Posted by Martin Heller Potempa & Sheppard, PLLC on April 12, 2019
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It’s an epidemic that’s sweeping the country. In the past few years alone, distracted driving accidents have increased dramatically. Each day in the United States, the Centers for Disease Control and Prevention estimates that approximately nine people are killed, and 100 people are injured in motor vehicle crashes that involve a distracted driver.
April is Distracted Driving Awareness Month where there is a unified effort to recognize the dangers of distracted driving in our communities and eliminate those distractions while we’re behind the wheel. Do you know what precisely distracted driving is? Keep these stats and tips in mind next time you’re going for a drive.
The Types of Distraction
Anything that takes your attention off the road is a distraction. Whether it’s something as simple as fiddling with the radio or complex such as responding to a text message, a distraction from the task at hand can be extremely dangerous.
According to the CDC, there are three main types of distraction when behind the wheel:
Visual – This is when you take your eyes off the road such as looking at your cell phone screen to respond to a text.
Manual – Your hands are off the wheel such as when you’re eating or reaching to get something from the other side of the vehicle.
Cognitive – Your mind is off in another place and not concentrating on your driving.
Who is Most at Risk for Distracted Driving?
According to the CDC, the age group most likely to engage in this risky behavior is young adult and teen drivers. In a 2017 survey on health-risk behaviors among high school students, 42 percent of high school students who drove in the past 30 days had reported sending either an email or a text while driving.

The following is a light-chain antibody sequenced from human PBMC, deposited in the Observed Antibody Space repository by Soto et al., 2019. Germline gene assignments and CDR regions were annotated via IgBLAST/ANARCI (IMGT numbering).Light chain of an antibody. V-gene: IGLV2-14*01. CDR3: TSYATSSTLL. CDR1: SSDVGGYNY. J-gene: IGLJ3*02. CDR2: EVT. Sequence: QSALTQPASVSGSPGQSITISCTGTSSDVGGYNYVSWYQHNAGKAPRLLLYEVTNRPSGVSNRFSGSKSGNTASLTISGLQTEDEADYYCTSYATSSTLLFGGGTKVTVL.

These drivers are also less likely to wear a seatbelt and more likely to either drink and drive or ride with an intoxicated driver.
Keep your eyes on the road at all times. Remember, just taking your eyes off the road for five seconds is equal to driving blind the length of a football field at 55 mph.
Hungry? It can wait until you get there! No snacking while driving.
Make all adjustments before starting the car. Check your GPS for the route; make sure the mirrors and climate controls are appropriately adjusted. And of course, the radio is tuned to the perfect station!
Ignore the phone. In Tennessee, it is illegal to text while driving. It can wait until you get there.
Make sure all passengers or pets are secure before driving. If they do need your attention, pull over to the side of the road to take care of the problem.
Martin Heller Potempa & Sheppard, PLLC is Here to Help
If you do get into an accident with a distracted driver, you need to know your rights. We’re here to help! Contact our Nashville distracted driving accident lawyers now and get the help that you need.
If You Need Legal Assistance, Contact MHPS Law Firm Today